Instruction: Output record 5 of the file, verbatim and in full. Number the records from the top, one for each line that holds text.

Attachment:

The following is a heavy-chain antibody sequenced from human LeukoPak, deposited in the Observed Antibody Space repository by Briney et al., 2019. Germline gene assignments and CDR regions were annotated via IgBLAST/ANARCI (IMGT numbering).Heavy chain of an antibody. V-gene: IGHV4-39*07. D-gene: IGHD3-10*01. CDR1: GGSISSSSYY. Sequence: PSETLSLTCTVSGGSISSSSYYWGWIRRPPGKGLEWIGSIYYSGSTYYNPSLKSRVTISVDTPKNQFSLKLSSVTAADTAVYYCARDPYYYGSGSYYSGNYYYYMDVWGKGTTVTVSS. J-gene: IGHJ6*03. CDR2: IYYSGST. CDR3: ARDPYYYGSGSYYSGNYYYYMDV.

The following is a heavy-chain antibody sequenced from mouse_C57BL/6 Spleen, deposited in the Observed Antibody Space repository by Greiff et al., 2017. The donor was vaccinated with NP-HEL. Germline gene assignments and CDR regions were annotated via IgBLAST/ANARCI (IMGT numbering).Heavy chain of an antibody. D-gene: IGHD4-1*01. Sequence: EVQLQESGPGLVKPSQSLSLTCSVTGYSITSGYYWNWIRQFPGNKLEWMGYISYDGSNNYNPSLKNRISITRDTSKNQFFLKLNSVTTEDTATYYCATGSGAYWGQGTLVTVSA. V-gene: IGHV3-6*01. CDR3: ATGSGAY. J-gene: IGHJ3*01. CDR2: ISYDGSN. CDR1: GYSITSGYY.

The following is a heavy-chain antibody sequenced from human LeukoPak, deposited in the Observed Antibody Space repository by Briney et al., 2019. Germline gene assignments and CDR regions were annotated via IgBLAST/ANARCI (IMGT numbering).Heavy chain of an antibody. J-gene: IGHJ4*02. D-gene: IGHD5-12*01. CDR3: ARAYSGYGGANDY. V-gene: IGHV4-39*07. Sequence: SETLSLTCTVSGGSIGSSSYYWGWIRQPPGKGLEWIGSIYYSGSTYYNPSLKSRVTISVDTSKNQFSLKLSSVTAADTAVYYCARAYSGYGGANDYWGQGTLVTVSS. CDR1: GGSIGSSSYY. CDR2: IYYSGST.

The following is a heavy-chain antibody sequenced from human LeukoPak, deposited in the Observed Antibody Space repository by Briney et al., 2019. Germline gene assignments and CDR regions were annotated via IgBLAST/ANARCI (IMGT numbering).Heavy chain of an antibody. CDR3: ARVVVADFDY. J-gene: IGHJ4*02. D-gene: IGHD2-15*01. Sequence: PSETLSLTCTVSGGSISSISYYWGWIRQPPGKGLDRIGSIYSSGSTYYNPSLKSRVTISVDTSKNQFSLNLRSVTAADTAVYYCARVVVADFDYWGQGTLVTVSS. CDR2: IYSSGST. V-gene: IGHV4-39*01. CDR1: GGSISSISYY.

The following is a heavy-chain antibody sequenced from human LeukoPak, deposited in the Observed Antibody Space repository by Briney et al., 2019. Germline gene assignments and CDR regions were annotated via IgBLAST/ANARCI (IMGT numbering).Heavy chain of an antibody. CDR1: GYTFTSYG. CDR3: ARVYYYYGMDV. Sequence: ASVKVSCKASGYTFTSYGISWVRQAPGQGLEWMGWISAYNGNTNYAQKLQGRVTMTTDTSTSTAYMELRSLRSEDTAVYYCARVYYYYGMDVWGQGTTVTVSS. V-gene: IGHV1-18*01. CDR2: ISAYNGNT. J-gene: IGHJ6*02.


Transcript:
The following is a heavy-chain antibody sequenced from human LeukoPak, deposited in the Observed Antibody Space repository by Briney et al., 2019. Germline gene assignments and CDR regions were annotated via IgBLAST/ANARCI (IMGT numbering).Heavy chain of an antibody. CDR1: GYTFTSYG. CDR3: ARVYYYYGMDV. Sequence: ASVKVSCKASGYTFTSYGISWVRQAPGQGLEWMGWISAYNGNTNYAQKLQGRVTMTTDTSTSTAYMELRSLRSEDTAVYYCARVYYYYGMDVWGQGTTVTVSS. V-gene: IGHV1-18*01. CDR2: ISAYNGNT. J-gene: IGHJ6*02.